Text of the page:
Here are some tips for managing friendships and gaming:
– Set rules for chatting. Every family will have different comfort levels around talking to strangers online through games like "Fortnite." Whatever those rules are, make sure they're clear, kids understand them, and there are consequences for breaking the rules. In our house, my son wasn't allowed to use voice chat at first. Eventually we allowed him to chat with friends he knew in real life. Now, he's allowed to chat in any game, but he knows that if he hears any inappropriate talk or ever feels uncomfortable with the tone of the conversation, he should get off immediately. We also made sure he knows how to block players if necessary.
– Listen in. If possible, keep gaming in a public place. That allows you to listen to the tone of the conversation (even if you can only hear one side). My son plays in the living room, so I can keep track of who he's talking to. This offers a chance to ask questions about the other players and get a sense of who your kid is playing with. It can also reassure you that your kid is having positive interactions and allows you to correct any misbehavior you notice.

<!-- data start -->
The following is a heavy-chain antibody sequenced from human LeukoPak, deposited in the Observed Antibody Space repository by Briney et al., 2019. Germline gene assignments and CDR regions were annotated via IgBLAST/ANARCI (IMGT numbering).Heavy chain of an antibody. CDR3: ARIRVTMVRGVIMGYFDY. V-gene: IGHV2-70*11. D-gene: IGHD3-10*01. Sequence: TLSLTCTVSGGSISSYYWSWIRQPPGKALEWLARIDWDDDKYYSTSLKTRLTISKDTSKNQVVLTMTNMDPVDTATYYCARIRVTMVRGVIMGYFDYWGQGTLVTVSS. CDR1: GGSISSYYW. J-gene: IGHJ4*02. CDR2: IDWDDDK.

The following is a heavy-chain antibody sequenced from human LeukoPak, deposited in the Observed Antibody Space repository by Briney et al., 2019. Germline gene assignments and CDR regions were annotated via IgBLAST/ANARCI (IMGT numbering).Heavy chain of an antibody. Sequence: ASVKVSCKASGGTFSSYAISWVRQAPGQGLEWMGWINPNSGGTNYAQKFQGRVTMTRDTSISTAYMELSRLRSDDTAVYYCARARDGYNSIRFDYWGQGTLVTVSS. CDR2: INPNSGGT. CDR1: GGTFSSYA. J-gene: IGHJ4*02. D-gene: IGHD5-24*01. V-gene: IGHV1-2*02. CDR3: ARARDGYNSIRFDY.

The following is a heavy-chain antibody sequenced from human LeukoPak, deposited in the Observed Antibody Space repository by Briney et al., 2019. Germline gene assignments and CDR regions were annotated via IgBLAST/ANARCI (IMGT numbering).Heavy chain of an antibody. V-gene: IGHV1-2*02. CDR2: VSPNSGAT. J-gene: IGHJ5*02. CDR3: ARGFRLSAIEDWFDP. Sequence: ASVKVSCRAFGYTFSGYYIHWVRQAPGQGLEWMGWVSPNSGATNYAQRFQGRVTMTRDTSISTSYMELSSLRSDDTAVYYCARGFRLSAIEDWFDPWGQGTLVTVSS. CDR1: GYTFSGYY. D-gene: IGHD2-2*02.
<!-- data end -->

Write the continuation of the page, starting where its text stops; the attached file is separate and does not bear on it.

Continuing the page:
– Be cautious about real-life meet-ups. Though scary stories about pedophiles luring kids to meet in person abound, the reality is that that scenario is incredibly rare. But you and your kid should still use common sense when planning to meet an online friend in person. It was important to me to connect with a friend's parent before our kids met. If that's not possible, be available to supervise the meet-up until you're comfortable with the new friend.
– Set limits. While I love how "Fortnite" has helped my son make friends, I don't love that he spends hours every day playing the game. Some families set firm limits on how much time kids can game or be on screens. We tend to be more flexible, and so long as he's done his homework and chores, he can game. But I've started paying closer attention to when he's playing with friends versus playing alone. If he's not chatting with friends, I often ask him to get off the game and go read or play outside. It's easy for him to get into the habit of gaming constantly. What I want is for him to be making mindful decisions about when to plug in – and when to unplug.
– Watch out for scams. The popularity of "Fortnite" has spawned a cottage industry in various scams, including fraudulent websites selling V-Bucks ("Fortnite's" in-game currency) and players selling their "Fortnite" accounts (which is against the rules.)
Common Sense Media is an independent nonprofit organization offering unbiased ratings and trusted advice to help families make smart media and technology choices. Check out our ratings and recommendations at www.commonsense.org.